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| Production 43031|
Original Airdate: March 7, 1976
Steve and Carlos
|Special Guest Appearance|
Lindsay Wagner as Jaime Sommers
Michael Salcido as Carlos Delgado
Maria-Helena Cordero as Marguarita Delgado
John Hesley as Social Worker
Ralph Wilcox as Director
Carl Crudup as Smiley
David Yanez as Chico
Jorge Cervera III as Young Boy
Anthony Mumolo as Flying Instructor
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|"The Bionic Badge"||"The Return of Bigfoot"|
Steve helps the Big Brothers organization in their promotional campaign and decides to take one of the boys, Carlos Delgado, under his wing. Carlos is anything but cooperative, but Steve finally makes some progress when he takes him up in a jet. When Carlos gets an ultimatum from a gang leader to pay a gambling debt, Steve lends him the money and then the two of them challenge the gang to a basketball game--winner take all.
Steve Austin demonstrates mercy over judgment in this episode. His decisions to protect Carlos are, in a strict sense, legally and ethically questionable. His questionable decisions include the following:
- Steve makes a bet with Smiley to win back Carlos' money. As collateral for his part of the bet, Steve risks a government vehicle.
- At first, Steve refuses to use his bionic abilities to win the basketball match. However, when Smiley and his team choose to play dirty, Steve holds nothing back. Considering the fact that Smiley and his crew (who outnumber Steve and Carlos) are willing to inflict serious physical harm to win the game, this is the least controversial of Steve's decisions.
- Perhaps the most questionable decision that Steve makes is protecting Carlos from the consequences of breaking and entering. When Steve arrives at the garage at Fourth and Brewster, Carlos is already engaged in criminal activity. Steve intervenes and destroys property to enter the building. He then protects Carlos from being caught in the attempted robbery by throwing a chair at a security job is only performing his duty. Steve then aids and abets in Carlos' escape from the scene of the crime.Steve protects Carlos by a watchman, who is only doing his job.
Presumably, Oscar Goldman and the OSI have contingencies in place to cover for Austin's activities when he is engaged in a mission. However, this could be considered personal business.
Despite the questionable legality of Steve's actions, his singular focus on protecting Carlos and giving him the chance to overcome his challenges is admirable and heroic.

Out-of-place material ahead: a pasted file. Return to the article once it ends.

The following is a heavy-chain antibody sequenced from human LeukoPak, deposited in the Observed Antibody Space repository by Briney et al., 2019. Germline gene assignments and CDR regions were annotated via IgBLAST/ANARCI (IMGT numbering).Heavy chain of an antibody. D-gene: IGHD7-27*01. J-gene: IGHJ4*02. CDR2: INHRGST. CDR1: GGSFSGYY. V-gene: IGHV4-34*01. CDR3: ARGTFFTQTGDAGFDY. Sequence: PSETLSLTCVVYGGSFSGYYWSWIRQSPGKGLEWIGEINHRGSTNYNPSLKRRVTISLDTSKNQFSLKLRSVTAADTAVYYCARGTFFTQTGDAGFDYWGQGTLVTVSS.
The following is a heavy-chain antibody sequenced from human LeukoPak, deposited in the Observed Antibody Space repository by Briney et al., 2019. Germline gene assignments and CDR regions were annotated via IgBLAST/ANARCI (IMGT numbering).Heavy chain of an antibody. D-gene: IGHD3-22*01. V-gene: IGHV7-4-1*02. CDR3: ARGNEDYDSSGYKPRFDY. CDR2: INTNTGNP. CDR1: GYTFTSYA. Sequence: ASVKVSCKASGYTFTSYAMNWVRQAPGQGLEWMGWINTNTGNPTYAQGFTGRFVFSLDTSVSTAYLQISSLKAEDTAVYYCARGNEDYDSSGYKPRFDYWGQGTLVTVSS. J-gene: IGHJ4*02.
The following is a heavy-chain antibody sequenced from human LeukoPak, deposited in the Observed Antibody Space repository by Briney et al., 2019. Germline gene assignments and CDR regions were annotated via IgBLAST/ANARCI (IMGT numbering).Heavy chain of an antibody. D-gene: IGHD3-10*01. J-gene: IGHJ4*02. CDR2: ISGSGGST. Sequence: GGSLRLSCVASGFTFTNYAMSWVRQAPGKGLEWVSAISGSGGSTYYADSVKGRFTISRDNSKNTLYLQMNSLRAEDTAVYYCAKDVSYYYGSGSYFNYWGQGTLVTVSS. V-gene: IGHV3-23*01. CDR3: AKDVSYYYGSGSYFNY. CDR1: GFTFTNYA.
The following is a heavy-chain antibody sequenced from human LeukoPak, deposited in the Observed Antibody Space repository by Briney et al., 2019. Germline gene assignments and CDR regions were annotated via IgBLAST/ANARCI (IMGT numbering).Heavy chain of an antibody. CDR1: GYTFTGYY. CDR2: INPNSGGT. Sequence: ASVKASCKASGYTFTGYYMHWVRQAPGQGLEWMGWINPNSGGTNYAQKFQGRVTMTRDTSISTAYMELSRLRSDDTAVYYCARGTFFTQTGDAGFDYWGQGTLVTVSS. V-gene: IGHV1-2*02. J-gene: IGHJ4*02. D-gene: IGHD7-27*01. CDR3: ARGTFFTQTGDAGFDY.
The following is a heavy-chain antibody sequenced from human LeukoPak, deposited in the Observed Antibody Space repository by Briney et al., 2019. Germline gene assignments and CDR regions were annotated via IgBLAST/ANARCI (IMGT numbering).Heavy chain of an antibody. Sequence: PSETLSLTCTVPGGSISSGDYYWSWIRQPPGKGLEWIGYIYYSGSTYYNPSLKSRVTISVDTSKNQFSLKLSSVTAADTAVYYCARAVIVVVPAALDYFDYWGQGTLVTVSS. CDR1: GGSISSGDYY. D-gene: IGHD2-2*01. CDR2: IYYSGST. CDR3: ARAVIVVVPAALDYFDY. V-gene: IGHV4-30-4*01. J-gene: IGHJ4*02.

Carlos: Forget it man, I gotta move. I got places to go. You know what I mean?
Steve: Yeah, like into my car or back into detention. Now you call it.
Oscar: I asked Carlos how you two got acquainted. And his answer was just unrepeatable.
Steve: Yeah, I can imagine.
Steve: Light fingers Delgado strikes again, huh?
Carlos: I'm a collector.
Steve: Yeah, so was Al Capone.
Oscar: Steve, would you please tell me what's going on here?
Steve: Same old story, Oscar: dog bites man, man bites dog, you know.
Carlos: Hey, what's with you, man? You gonna ride through the slum on a white horse, hand out silver bullets to all the drunks, try to save everybody?
Steve: Well, it seemed to work for the Lone Ranger.
- Big Brothers is a real-life organization that matches men with youth in need of mentorship. A female version, Big Sisters, was also established. In 1977 the two merged into a single organization, Big Brothers Big Sisters.
- Several images of the Space Shuttle's pre-orbital test flights adorn Oscar's walls (along with a model Carlos tries to steal). The first orbital test flight launched in 1981.
- Lindsay Wagner makes her third and final season three cameo as Jaime Sommers, following the launch of her own series, The Bionic Woman. She would also appear in the first episode of season four, "The Return of Bigfoot."
- Carlos' neighborhood is the Brownstone Street set on Universal's backlot.
- The fighter jet air footage is inconsistent and breaks continuity, from wrong terrain to mismatched planes. For instance when Steve takes Carlos flying, the plane they take off in is an F-4, but the one shown in the air and on landing is an F-104.
- In the last scene, the image of Steve is flipped as he watches Carlos take flight.
- During the basketball scene, the Hollywood Hills can be seen in the background.
- In the opening scenes, Steve has a conversation with Oscar Goldman. Both men have their mouths covered; Steve is wearing a flight oxygen mask and Goldman's mouth is covered by the phone receiver. Obviously this is a creative way to cut costs since the actors only have to provide dialogue and previously filmed footage is spliced into the narrative.
- In the next sequence of opening scenes, stock footage is used to establish the setting of Carlos' neighborhood. The style of the cars and clothing is from a period earlier than 1976.